Central Banks Go on the Offensive

ECB and People’s Bank of China cut rates, while the Bank of England resumes bond purchases.

Global central banks went on the offensive against the faltering world economy, cutting interest rates and increasing bond buying as the recent round of international stimulus gathers pace.

In a 45-minute span, the European Central Bank and People’s Bank of China cut their benchmark borrowing costs, while the Bank of England raised the size of its asset-purchase program. They acted two weeks after the Federal Reserve expanded a program lengthening the maturity of bonds it holds and Chairman Ben S. Bernanke indicated more measures will be taken if needed.

“The actions had the look and feel of a coordinated global easing campaign,” said Nick Kounis, head of macro research at ABN Amro Bank NV in Amsterdam. “The central banks are trying to arrest the synchronized slowdown in global economic growth that has taken shape.”

Policy makers are reacting as Europe’s debt crisis persists, U.S. hiring slows and emerging markets soften. The jury is out on whether the additional monetary medicine will work five years after central banks began to dole it out to battle the financial crisis or if more will be needed.

The Bank of England began today’s stimulus push, announcing it would restart buying bonds two months after stopping as it tries to pull its economy from recession. Governor Mervyn King and colleagues raised their asset-purchase target by 50 billion pounds ($78 billion) to 375 billion pounds, meeting the forecast of most economists. They said the economy will likely remain sluggish after contracting in the past two quarters.

Within a minute of that decision, the People’s Bank of China cut its key interest rate for the second time in a month and allowed banks to offer bigger discounts on their own lending costs. The one-year lending rate will fall by 31 basis points and the one-year deposit rate will drop by 25 basis points effective tomorrow. Banks can offer loans of as much as 30 percent less than benchmark rates.

The world’s largest emerging market is acting more aggressively to promote growth that may have decelerated for a sixth quarter. Officials moved after two manufacturing indexes fell in June and ahead of a report on second-quarter gross domestic product, due on July 13.

At 1:45 p.m. in Frankfurt, the ECB also cut its main rate by 25 basis points to a record low of 0.75 percent and said it will no longer pay anything on overnight deposits as it tries to prevent the sovereign debt turmoil from driving the 17-nation euro economy into recession. Both actions were anticipated by economists.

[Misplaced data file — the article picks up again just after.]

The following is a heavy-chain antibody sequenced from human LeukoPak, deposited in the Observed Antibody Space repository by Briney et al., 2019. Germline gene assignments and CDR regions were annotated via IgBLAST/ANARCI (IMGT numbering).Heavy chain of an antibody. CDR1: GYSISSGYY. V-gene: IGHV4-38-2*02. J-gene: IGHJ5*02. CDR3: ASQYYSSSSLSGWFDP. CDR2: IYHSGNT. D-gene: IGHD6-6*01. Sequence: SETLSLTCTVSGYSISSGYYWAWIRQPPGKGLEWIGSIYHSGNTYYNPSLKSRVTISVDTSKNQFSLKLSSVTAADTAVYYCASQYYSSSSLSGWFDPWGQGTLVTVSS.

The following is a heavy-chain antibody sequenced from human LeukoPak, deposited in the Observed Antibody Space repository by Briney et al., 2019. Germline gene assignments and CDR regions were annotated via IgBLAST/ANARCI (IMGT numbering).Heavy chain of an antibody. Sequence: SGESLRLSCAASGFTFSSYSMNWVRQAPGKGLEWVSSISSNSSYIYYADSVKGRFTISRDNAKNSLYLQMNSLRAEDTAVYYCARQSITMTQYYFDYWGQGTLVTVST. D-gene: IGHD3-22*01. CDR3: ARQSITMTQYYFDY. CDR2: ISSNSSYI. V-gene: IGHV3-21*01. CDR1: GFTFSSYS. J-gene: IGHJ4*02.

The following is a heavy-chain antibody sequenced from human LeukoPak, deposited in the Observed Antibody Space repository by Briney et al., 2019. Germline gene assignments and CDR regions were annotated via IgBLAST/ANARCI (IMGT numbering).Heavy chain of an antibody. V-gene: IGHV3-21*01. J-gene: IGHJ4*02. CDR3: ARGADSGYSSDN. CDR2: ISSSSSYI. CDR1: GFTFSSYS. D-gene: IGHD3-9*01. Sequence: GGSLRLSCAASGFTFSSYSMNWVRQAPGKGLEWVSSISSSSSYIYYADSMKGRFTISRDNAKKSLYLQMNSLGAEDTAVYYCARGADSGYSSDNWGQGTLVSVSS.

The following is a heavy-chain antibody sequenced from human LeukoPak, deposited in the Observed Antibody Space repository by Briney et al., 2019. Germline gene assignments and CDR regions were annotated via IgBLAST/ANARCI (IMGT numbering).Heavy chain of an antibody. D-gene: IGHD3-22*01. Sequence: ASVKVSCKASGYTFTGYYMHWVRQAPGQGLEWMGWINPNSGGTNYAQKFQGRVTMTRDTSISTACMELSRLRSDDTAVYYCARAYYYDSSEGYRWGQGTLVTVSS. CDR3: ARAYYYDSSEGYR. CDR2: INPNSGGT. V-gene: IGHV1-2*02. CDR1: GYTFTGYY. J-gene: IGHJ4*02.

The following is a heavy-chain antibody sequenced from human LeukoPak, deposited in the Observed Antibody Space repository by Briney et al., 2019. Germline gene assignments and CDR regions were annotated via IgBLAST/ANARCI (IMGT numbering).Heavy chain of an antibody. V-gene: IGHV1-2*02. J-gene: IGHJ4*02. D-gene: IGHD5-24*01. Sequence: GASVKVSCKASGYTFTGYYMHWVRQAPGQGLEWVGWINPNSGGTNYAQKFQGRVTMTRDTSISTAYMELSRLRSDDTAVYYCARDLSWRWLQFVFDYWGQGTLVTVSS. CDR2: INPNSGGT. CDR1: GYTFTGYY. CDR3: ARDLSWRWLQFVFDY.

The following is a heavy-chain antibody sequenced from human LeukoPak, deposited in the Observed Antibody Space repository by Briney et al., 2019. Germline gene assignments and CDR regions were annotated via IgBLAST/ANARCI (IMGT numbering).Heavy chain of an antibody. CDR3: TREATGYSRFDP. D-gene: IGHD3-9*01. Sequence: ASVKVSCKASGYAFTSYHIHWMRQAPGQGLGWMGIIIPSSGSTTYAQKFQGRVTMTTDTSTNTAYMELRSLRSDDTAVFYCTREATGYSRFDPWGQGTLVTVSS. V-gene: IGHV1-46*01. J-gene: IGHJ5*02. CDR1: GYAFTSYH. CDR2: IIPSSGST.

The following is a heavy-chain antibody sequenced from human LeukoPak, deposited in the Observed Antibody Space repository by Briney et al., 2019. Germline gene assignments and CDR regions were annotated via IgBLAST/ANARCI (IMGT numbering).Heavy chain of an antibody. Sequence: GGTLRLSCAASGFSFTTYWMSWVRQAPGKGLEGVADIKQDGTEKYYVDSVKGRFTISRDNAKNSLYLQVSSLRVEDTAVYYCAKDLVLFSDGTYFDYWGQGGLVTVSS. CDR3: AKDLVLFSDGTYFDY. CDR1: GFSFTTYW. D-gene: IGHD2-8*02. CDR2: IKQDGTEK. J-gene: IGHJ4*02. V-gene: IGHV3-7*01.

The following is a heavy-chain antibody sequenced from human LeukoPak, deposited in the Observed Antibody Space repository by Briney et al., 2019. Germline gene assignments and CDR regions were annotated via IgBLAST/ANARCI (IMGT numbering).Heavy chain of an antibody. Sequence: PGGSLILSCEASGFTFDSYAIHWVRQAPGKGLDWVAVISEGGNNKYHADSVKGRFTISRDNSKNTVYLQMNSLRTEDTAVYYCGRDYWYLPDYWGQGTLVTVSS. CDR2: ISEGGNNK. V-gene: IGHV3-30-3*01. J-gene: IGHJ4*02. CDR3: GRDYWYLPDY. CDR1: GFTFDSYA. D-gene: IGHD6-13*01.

While President Mario Draghi has questioned the economic impact of lower interest rates, they could make it easier for banks to borrow and lend as well as build on the confidence boost euro-area governments delivered last week when they took measures toward a deeper economic union.

Asked today if there was any coordination with other central banks, Draghi said there “wasn’t any communication beyond the normal exchange of views.”

The steps by the U.K. and euro area will push JPMorgan Chase & Co.’s average interest rate for developed economies to a crisis-era low of about 0.5 percent and add to the balance sheets of major central banks, which have already swelled 40 percent since mid-2007.

Today’s shifts come after the Fed expanded its Operation Twist program on June 20 to lower longer-term interest rates in financial markets. Data tomorrow is forecast to confirm the weakest quarter for U.S. employment in more than two years, evidence the world’s biggest economy has lost momentum.

The central banks of Australia, the Czech Republic, Kazakhstan, Vietnam and Israel also cut rates in June, while the Swiss National Bank is buying euros to defend its franc ceiling.

Forcing central bankers’ hands is Europe’s debt crisis, which has caused the weakest patch of global growth since the end of the 2009 recession. All but three of the 26 developed economies monitored by JPMorgan will see inflation undershooting their central banks’ targets by the end of the year, according to New York-based economist Joseph Lupton.

Monetary policy makers have been at the forefront of efforts to insulate economies from the crises that began to rage in August 2007. They have sometimes acted together, most famously in October 2008 when they cut interest rates in unison. Last year they intervened to check a soaring yen and six of them made it cheaper for banks to borrow dollars in emergencies.

It remains to be seen whether the additional measures can bolster growth. The Bank for International Settlements said last month that central banks are confronting the limits of their ability to aid recoveries and risk creating longer-term problems for their economies.

 

Bloomberg News

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